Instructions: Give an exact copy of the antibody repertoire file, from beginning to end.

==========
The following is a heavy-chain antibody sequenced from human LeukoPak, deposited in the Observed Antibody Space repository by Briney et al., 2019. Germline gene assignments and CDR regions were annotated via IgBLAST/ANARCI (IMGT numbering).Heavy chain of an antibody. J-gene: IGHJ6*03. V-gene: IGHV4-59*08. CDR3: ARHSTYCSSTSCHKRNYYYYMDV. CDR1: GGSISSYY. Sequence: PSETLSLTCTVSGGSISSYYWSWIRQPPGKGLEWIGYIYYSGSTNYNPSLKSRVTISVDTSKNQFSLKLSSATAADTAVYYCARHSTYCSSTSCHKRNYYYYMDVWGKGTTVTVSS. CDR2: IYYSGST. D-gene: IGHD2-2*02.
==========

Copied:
The following is a heavy-chain antibody sequenced from human LeukoPak, deposited in the Observed Antibody Space repository by Briney et al., 2019. Germline gene assignments and CDR regions were annotated via IgBLAST/ANARCI (IMGT numbering).Heavy chain of an antibody. J-gene: IGHJ6*03. V-gene: IGHV4-59*08. CDR3: ARHSTYCSSTSCHKRNYYYYMDV. CDR1: GGSISSYY. Sequence: PSETLSLTCTVSGGSISSYYWSWIRQPPGKGLEWIGYIYYSGSTNYNPSLKSRVTISVDTSKNQFSLKLSSATAADTAVYYCARHSTYCSSTSCHKRNYYYYMDVWGKGTTVTVSS. CDR2: IYYSGST. D-gene: IGHD2-2*02.